One of the more controversial items on Justin Trudeau’s agenda is going forward: the newly minted Canadian PM has given his first official order starting the process towards legalizing weed.
He issued a public mandate letter to Justice Minister Jody Wilson-Raybould late last week. Trudeau outlined the Liberal’s top priorities. Among them was to work with the Public Safety and Emergency Preparedness and Health ministers to “create a federal-provincial-territorial process that will lead to the legalization and regulation of marijuana.”
The letter also called for a review on sentencing reforms, in order to reduce incarceration rates, particularly ‘petty’ drug crimes. Under Stephen Harper, the Conservatives imposed mandatory minimum sentences for drug crimes, including growing marijuana—a policy that has been widely criticized.
There’s no real marijuana policy in Canada, clouding police forces across the country. For better or worse, they’ve been using their own discretion to determine whether or not to enforce current drug laws.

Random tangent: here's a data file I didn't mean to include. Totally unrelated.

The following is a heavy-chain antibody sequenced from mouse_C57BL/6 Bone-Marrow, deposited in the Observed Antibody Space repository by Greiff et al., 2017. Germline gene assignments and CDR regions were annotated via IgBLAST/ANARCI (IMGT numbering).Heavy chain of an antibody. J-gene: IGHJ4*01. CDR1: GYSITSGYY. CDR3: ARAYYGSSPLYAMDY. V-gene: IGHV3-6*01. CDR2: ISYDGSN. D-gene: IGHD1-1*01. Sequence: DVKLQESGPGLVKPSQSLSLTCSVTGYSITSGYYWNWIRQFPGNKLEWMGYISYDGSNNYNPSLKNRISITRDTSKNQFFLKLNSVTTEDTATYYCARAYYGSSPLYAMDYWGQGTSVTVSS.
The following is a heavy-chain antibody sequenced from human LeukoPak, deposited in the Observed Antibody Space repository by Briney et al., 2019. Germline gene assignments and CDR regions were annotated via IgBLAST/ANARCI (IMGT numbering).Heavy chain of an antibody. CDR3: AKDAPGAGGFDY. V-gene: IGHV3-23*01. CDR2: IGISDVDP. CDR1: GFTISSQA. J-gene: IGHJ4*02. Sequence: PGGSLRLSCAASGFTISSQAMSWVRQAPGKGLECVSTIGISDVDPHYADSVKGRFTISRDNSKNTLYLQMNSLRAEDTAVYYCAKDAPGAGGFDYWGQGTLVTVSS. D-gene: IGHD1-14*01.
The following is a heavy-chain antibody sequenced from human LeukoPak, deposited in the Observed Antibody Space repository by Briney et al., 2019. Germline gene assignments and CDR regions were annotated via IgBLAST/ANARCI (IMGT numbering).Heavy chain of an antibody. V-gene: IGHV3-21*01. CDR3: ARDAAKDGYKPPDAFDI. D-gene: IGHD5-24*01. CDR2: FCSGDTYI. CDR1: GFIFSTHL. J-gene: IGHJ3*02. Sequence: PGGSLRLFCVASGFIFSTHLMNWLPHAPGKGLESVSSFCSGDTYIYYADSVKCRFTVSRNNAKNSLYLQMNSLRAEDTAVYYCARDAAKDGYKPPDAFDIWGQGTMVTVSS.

For example in Nanaimo, BC, the RCMP recently ordered many medical marijuana dispensaries in the city to shut down, or potentially face criminal prosecution. But in Vancouver – in the same province – cops generally don’t lay charges for simple possession.
“Prime Minister Trudeau has given Jody Wilson-Raybould a very full plate, a very ambitious agenda, a very challenging agenda, but one that if fully realized could really change the face of the justice system in Canada,” said Carissima Mathen, a law professor at the University of Ottawa.
“So a potentially very exciting set of challenges.”
The Public Prosecution Service of Canada has reiterated it will continue to prosecute drug offences under the existing laws. Whatever those are right now.